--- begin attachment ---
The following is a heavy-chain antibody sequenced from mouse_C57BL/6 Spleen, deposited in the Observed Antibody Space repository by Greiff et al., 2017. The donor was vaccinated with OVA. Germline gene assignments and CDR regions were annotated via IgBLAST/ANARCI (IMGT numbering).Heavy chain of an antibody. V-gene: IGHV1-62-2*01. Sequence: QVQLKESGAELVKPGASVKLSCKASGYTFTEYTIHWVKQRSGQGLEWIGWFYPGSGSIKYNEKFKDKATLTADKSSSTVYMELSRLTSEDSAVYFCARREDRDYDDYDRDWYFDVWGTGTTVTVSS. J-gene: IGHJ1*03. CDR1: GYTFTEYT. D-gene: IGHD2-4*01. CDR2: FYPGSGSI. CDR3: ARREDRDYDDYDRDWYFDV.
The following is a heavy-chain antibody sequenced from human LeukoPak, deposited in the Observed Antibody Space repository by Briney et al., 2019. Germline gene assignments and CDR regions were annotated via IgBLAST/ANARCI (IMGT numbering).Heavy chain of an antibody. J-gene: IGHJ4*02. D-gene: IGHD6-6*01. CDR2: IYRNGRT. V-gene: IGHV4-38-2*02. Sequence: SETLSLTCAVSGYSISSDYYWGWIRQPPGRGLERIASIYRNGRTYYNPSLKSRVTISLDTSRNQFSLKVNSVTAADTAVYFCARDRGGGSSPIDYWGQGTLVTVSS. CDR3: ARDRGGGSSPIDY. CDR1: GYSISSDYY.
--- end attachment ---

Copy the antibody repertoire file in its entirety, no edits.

The following is a heavy-chain antibody sequenced from mouse_C57BL/6 Spleen, deposited in the Observed Antibody Space repository by Greiff et al., 2017. The donor was vaccinated with OVA. Germline gene assignments and CDR regions were annotated via IgBLAST/ANARCI (IMGT numbering).Heavy chain of an antibody. V-gene: IGHV1-62-2*01. Sequence: QVQLKESGAELVKPGASVKLSCKASGYTFTEYTIHWVKQRSGQGLEWIGWFYPGSGSIKYNEKFKDKATLTADKSSSTVYMELSRLTSEDSAVYFCARREDRDYDDYDRDWYFDVWGTGTTVTVSS. J-gene: IGHJ1*03. CDR1: GYTFTEYT. D-gene: IGHD2-4*01. CDR2: FYPGSGSI. CDR3: ARREDRDYDDYDRDWYFDV.
The following is a heavy-chain antibody sequenced from human LeukoPak, deposited in the Observed Antibody Space repository by Briney et al., 2019. Germline gene assignments and CDR regions were annotated via IgBLAST/ANARCI (IMGT numbering).Heavy chain of an antibody. J-gene: IGHJ4*02. D-gene: IGHD6-6*01. CDR2: IYRNGRT. V-gene: IGHV4-38-2*02. Sequence: SETLSLTCAVSGYSISSDYYWGWIRQPPGRGLERIASIYRNGRTYYNPSLKSRVTISLDTSRNQFSLKVNSVTAADTAVYFCARDRGGGSSPIDYWGQGTLVTVSS. CDR3: ARDRGGGSSPIDY. CDR1: GYSISSDYY.